CURES WROUGHT WITH TABLE SALT


In this case the medicine was evidently quite homeopathic to the condition of the patient, and it is manifest that the Nat. mur. 6 profoundly affected his organism, as the chilliness of more than two years duration quite disappeared, as also the after-dinner drowsiness.


OBS. XIV. –

Gentleman, aet. 34 or thereabouts, has suffered form a general feeling of chilliness (attributed by himself to a poor circulation), for more than two years, sleepiness and drowsiness after dinner for two months, compelling him to go and lie down; black spots before the eyes; disagreeable taste in the mouth, sour; watery eyes; urine clear; bowels moved twice a day; looks very pale.

Ordered him Nat. mur 6 trit. six grains in water twice a day.

Having taken twenty-four of such powders he paused a few days and returned stating that the chilliness had quite disappeared and also the postprandial drowsiness, the black spots had quite disappeared but were returning again a little, the sour taste was gone, the watery state of the eyes as bad as ever, the urine had become cloudy.

In this case the medicine was evidently quite homoeopathic to the condition of the patient, and it is manifest that the Nat. mur. 6 profoundly affected his organism, as the chilliness of more than two years duration quite disappeared, as also the after-dinner drowsiness.

Of course these sensations may not be indicative of profound organic lesions, but they are not indicative of a normal condition either, but the evidence of drug action does not hang on this. They symptom that brought him to me was the postprandial drowsiness, as it materially interfered with his business in the afternoon (he dines early).

He formerly lived in Tranmere and then always felt this drowsiness; he afterwards came to live in Birken-head itself and during his residence here did not feel it, but on removing again to Tranmere the old drowsiness re-appeared and he thought he would have to leave the neighbourhood to get rid of the troublesome symptom. The billionth dilution of Sodium chloride has saved him.

Was it faith that cured him of his drowsiness and chilliness? If so, what rendered his water cloudy? Besides, this was our conversation.

“Was that a kind of salt you gave me, doctor?”.

Why?.

“Because I showed the prescription to my old school-master and he said you were giving me salt”.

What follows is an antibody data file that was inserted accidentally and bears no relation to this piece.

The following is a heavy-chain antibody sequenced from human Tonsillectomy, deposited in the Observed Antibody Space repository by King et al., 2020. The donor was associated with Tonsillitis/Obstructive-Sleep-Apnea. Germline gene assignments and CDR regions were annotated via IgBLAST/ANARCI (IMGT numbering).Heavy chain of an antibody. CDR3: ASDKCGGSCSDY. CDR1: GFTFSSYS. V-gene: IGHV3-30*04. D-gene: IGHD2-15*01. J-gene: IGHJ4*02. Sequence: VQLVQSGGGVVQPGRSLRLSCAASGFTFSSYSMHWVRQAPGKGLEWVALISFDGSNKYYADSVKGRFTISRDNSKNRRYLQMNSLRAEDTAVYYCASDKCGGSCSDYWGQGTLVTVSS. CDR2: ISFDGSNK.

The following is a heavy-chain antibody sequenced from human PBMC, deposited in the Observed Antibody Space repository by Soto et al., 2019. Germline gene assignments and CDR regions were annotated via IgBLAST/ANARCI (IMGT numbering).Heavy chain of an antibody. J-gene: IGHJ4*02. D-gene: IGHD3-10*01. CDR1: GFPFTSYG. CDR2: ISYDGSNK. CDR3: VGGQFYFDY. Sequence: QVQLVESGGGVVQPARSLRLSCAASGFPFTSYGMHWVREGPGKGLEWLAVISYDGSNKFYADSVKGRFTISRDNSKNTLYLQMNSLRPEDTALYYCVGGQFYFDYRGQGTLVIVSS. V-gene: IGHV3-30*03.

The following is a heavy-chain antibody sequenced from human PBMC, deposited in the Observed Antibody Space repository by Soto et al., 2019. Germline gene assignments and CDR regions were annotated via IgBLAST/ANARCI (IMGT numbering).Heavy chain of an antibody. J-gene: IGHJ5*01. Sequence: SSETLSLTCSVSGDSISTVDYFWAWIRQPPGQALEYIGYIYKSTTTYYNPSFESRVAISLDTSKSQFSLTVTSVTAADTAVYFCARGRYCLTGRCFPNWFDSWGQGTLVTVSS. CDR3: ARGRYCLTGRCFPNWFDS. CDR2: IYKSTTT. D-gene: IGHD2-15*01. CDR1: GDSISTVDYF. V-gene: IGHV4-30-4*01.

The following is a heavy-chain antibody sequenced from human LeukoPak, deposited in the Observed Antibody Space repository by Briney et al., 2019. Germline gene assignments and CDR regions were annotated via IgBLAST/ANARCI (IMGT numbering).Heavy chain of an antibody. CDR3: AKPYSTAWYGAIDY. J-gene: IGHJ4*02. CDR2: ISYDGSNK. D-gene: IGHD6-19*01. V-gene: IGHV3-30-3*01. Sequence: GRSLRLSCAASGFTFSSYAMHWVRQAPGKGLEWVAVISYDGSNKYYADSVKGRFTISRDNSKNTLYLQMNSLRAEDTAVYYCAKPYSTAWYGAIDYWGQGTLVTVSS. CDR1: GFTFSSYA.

Yes. It was salt in what we homoeopaths call the 6 th centesimal trituration, i.e. the billionth dilution.

“Do you think it can have had anything to do with my chilliness and drowsiness going away: could it have affected the circulation and liver (his theories) like that?”.

A broad grin was on his face when he put the last question; then he checked himself and apologized for it. No one will, I opine, maintain that an open mouth with a broad grin are specially expressive of faith that worketh a cure of chilliness of two years duration.

When formerly living in Tranmere and suffering from this postprandial lethargy he was treated allopathically and homoeopathically for it without avail, the latter treatment included that wonderful vegetable mercury, Podophyllum peltatum given because “it was liver.” Do we not all know that Podo. is good for the liver? That being so the livers of very many people must be preternaturally good, for a veritable podophyllomania has been raging for years under the commercial ticket of “homoeopathic”.

Microscopical sections of the livers of some of these Podophyllum – eaters might be instructive as showing the pathological outcome of direct liver irritation; the gin- drinkers liver we know, the Podophyllum-eaters liver awaits an histographer.

There is one thing to be said in favour of the Podophyllum- givers: they are impartial and give it to all alike.

But this is digressive.

Here let me note that I have noticed that some of the Natrum muriaticum affections are worse in cold, and better in warm weather.

OBS. XV. –

Lad of 12 came under observation on March 30th, 1878, suffering from a group of symptoms that collectively are conveniently called Phlyctenular Ophthalmia. The left eye was spasmodically closed from the photophobia. A month before he had caught a cold in this eye, and it had remained closed, inflamed and painful ever since, and was not getting any better.

James Compton Burnett
James Compton Burnett was born on July 10, 1840 and died April 2, 1901. Dr. Burnett attended medical school in Vienna, Austria in 1865. Alfred Hawkes converted him to homeopathy in 1872 (in Glasgow). In 1876 he took his MD degree.
Burnett was one of the first to speak about vaccination triggering illness. This was discussed in his book, Vaccinosis, published in 1884. He introduced the remedy Bacillinum. He authored twenty books, including the much loved "Fifty Reason for Being a Homeopath." He was the editor of The Homoeopathic World.